In this study, thrombolysis was identified as an independent predictor of lower mortality, although this finding was noted in both AF and non-AF patients. The benefit of thrombolysis before EVT is subject to ongoing trials (MR CLEAN NO-IV, SWIFT DIRECT, and DIRECT-SAFE) due to mixed results in observational studies[36-40]. A recent study found no additional benefit of thrombolysis, although this trial used a 20% margin of non-inferiority[41]. Current guidelines recommend thrombolysis prior to EVT in eligible patients, on the expectation that it may shorten EVT procedural time, reduce number of catheterization attempts, and dissolve residual thrombotic material[41,42]. Further studies focusing on thrombolysis in AF patients undergoing EVT may be of value.

    The limitations of our study include its retrospective design and potential for selection bias. Our data were collected from a single CSC within metropolitan Sydney, which may not be representative of other populations. Differences in baseline characteristics between AF and non-AF cohorts, including older age, higher baseline NIHSS, and lower rates of thrombolysis in those with AF, were potential confounders, which required adjustment through multivariable regression analysis. In addition, we relied on patient self-reporting for determination of NOAC use. The relatively low sample size in those on therapeutic anticoagulation did not allow us to compare warfarin and NOAC patient outcomes.

    Our study found that AF patients undergoing EVT showed improved 90-day functional outcomes, with similar rates of mortality and sICH. Therapeutic anticoagulation at the time of stroke did not adversely impact on EVT outcome. AF and anticoagulation status should not influence the decision to pursue EVT. The role of bridging thrombolysis in patients with AF warrants further investigation.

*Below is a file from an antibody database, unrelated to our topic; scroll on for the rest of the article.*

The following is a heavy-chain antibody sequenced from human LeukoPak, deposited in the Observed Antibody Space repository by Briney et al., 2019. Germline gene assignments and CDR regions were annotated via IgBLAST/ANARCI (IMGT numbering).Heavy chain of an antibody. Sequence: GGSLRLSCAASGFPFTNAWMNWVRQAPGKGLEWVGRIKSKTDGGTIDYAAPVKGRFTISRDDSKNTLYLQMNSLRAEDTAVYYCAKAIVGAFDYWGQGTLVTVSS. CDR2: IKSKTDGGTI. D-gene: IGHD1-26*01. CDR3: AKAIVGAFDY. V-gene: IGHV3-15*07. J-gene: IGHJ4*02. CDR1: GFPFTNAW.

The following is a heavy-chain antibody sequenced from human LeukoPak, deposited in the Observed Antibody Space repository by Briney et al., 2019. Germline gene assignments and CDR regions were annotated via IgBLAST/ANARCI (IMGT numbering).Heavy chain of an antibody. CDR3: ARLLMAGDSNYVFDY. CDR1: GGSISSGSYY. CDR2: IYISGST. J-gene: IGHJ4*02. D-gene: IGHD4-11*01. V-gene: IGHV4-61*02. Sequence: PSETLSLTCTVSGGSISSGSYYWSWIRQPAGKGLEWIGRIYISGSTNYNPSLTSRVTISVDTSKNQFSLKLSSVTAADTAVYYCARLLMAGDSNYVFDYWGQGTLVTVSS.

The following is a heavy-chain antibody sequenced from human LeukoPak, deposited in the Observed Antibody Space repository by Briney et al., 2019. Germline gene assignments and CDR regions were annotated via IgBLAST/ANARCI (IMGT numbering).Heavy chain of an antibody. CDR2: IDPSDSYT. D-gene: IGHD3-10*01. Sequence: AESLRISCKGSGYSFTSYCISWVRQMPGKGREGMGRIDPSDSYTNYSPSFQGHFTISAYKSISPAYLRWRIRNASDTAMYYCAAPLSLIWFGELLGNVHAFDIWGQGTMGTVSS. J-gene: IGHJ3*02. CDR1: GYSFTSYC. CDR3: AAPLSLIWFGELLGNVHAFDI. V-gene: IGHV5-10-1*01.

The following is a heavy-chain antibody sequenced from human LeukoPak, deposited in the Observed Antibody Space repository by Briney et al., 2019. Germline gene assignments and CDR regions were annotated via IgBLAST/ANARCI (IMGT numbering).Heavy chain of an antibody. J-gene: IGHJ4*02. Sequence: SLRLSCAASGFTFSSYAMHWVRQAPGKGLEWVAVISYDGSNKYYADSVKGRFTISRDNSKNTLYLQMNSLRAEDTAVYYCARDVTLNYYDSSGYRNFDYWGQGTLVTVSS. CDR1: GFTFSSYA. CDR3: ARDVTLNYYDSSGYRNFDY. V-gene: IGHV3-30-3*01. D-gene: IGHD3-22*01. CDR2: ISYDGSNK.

DECLARATIONS

    Acknowledgments

    Meghan Miller for her contribution in follow-up of 3-month outcomes of patients.

    Authors’ contributions

    Data collection: Cappelen-Smith C, Edwards L, Cheung A, Manning N, Wenderoth J, Cordato D

    Data analysis: Fu J, Cappelen-Smith C, Edwards L, Parsons M, Cordato D

    Study design: Cappelen-Smith C, Cordato D

    Manuscript preparation: Cappelen-Smith C, Edwards L, Cheung A, Manning N, Wenderoth J, Parsons M, Cordato D

    Ethics approval: Cappelen-Smith C

    Interpretation: Fu J, Cappelen-Smith C, Edwards L, Cheung A, Manning N, Wenderoth J, Parsons M, Cordato D

    Manuscript preparation (first and all subsequent drafts): Fu J

    Availability of data and materials

    Data cannot be shared due to data sharing limitations placed by the institution’s approving ethics committee.

    Financial support and sponsorship

    None.

    Conflicts of interest

    All authors declare that there are no conflicts of interest.

    Ethical approval and consent to participate

    This study was performed in accordance with the declaration of Helsinki. Ethical approval for the study was obtained from the South Western Sydney Local Health District’s Human Research Ethics Committee reference project number 2019/ETH04094. The study was a retrospective study on outcomes following endovascular thrombectomy consent was obtained for the procedure and the corresponding outcome follow up at 3 months by the operators at the time of the acute stroke.

    Consent for publication

    Not applicable.

    Copyright

    © The Author(s) 2021.

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    Cite This Article

    Fu J, Cappelen-Smith C, Edwards L, Cheung A, Manning N, Wenderoth J, Parsons M, Cordato D. Comparison of functional outcomes after endovascular thrombectomy in patients with and without atrial fibrillation. Vessel Plus 2021;5:33. http://dx.doi.org/10.20517/2574-1209.2021.36